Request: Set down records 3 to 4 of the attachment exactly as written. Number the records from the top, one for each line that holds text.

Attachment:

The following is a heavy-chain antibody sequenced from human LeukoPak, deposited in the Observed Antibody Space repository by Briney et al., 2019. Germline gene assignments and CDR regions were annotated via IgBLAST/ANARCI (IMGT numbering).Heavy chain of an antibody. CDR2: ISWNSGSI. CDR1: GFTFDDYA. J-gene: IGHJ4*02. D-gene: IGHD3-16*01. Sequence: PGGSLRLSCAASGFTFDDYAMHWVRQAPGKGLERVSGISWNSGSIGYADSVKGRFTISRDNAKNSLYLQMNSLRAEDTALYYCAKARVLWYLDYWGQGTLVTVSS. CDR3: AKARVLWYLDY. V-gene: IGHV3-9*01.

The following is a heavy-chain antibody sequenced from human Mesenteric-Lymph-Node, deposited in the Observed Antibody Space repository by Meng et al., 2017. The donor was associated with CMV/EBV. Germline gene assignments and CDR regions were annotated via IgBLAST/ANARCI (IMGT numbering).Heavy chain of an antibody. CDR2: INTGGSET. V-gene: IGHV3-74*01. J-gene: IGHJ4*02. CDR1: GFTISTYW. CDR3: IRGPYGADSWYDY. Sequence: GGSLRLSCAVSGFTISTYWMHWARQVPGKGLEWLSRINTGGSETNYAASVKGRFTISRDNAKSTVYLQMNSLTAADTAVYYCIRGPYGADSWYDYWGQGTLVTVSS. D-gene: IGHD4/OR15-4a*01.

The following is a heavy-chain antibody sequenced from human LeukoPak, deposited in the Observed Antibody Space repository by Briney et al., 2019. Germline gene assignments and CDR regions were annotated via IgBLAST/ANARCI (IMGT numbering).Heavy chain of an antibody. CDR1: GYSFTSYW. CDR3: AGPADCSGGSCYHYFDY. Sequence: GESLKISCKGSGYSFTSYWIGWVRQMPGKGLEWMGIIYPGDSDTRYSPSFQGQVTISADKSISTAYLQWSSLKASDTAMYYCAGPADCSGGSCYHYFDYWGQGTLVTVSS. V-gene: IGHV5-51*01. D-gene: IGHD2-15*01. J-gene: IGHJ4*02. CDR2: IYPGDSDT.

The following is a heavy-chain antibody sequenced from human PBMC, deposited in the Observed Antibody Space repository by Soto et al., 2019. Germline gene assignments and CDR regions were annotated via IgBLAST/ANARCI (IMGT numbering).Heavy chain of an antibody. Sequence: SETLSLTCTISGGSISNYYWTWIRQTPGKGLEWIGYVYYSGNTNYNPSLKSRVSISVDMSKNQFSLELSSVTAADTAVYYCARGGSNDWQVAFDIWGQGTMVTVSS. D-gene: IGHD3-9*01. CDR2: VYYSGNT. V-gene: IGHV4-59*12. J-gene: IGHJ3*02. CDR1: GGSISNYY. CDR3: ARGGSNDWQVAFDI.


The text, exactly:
The following is a heavy-chain antibody sequenced from human LeukoPak, deposited in the Observed Antibody Space repository by Briney et al., 2019. Germline gene assignments and CDR regions were annotated via IgBLAST/ANARCI (IMGT numbering).Heavy chain of an antibody. CDR1: GYSFTSYW. CDR3: AGPADCSGGSCYHYFDY. Sequence: GESLKISCKGSGYSFTSYWIGWVRQMPGKGLEWMGIIYPGDSDTRYSPSFQGQVTISADKSISTAYLQWSSLKASDTAMYYCAGPADCSGGSCYHYFDYWGQGTLVTVSS. V-gene: IGHV5-51*01. D-gene: IGHD2-15*01. J-gene: IGHJ4*02. CDR2: IYPGDSDT.

The following is a heavy-chain antibody sequenced from human PBMC, deposited in the Observed Antibody Space repository by Soto et al., 2019. Germline gene assignments and CDR regions were annotated via IgBLAST/ANARCI (IMGT numbering).Heavy chain of an antibody. Sequence: SETLSLTCTISGGSISNYYWTWIRQTPGKGLEWIGYVYYSGNTNYNPSLKSRVSISVDMSKNQFSLELSSVTAADTAVYYCARGGSNDWQVAFDIWGQGTMVTVSS. D-gene: IGHD3-9*01. CDR2: VYYSGNT. V-gene: IGHV4-59*12. J-gene: IGHJ3*02. CDR1: GGSISNYY. CDR3: ARGGSNDWQVAFDI.